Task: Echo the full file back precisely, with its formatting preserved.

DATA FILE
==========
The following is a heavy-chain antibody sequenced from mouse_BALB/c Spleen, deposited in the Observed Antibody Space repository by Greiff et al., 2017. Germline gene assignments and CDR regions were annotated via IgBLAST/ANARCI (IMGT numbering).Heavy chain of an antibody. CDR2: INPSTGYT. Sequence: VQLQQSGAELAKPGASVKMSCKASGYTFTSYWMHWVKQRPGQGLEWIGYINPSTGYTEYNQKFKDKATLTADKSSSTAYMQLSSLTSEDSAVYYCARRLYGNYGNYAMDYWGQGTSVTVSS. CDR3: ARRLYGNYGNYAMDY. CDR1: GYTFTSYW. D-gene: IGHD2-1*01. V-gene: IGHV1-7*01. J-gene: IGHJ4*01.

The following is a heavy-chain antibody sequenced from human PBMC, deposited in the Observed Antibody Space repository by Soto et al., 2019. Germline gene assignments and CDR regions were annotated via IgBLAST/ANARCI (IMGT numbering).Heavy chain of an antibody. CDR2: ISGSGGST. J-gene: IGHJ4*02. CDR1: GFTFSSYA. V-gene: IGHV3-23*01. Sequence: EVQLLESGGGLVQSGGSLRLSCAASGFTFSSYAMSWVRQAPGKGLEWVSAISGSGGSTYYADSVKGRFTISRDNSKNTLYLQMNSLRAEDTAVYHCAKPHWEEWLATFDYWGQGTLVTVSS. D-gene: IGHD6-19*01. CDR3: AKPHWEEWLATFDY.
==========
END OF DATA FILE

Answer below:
The following is a heavy-chain antibody sequenced from mouse_BALB/c Spleen, deposited in the Observed Antibody Space repository by Greiff et al., 2017. Germline gene assignments and CDR regions were annotated via IgBLAST/ANARCI (IMGT numbering).Heavy chain of an antibody. CDR2: INPSTGYT. Sequence: VQLQQSGAELAKPGASVKMSCKASGYTFTSYWMHWVKQRPGQGLEWIGYINPSTGYTEYNQKFKDKATLTADKSSSTAYMQLSSLTSEDSAVYYCARRLYGNYGNYAMDYWGQGTSVTVSS. CDR3: ARRLYGNYGNYAMDY. CDR1: GYTFTSYW. D-gene: IGHD2-1*01. V-gene: IGHV1-7*01. J-gene: IGHJ4*01.

The following is a heavy-chain antibody sequenced from human PBMC, deposited in the Observed Antibody Space repository by Soto et al., 2019. Germline gene assignments and CDR regions were annotated via IgBLAST/ANARCI (IMGT numbering).Heavy chain of an antibody. CDR2: ISGSGGST. J-gene: IGHJ4*02. CDR1: GFTFSSYA. V-gene: IGHV3-23*01. Sequence: EVQLLESGGGLVQSGGSLRLSCAASGFTFSSYAMSWVRQAPGKGLEWVSAISGSGGSTYYADSVKGRFTISRDNSKNTLYLQMNSLRAEDTAVYHCAKPHWEEWLATFDYWGQGTLVTVSS. D-gene: IGHD6-19*01. CDR3: AKPHWEEWLATFDY.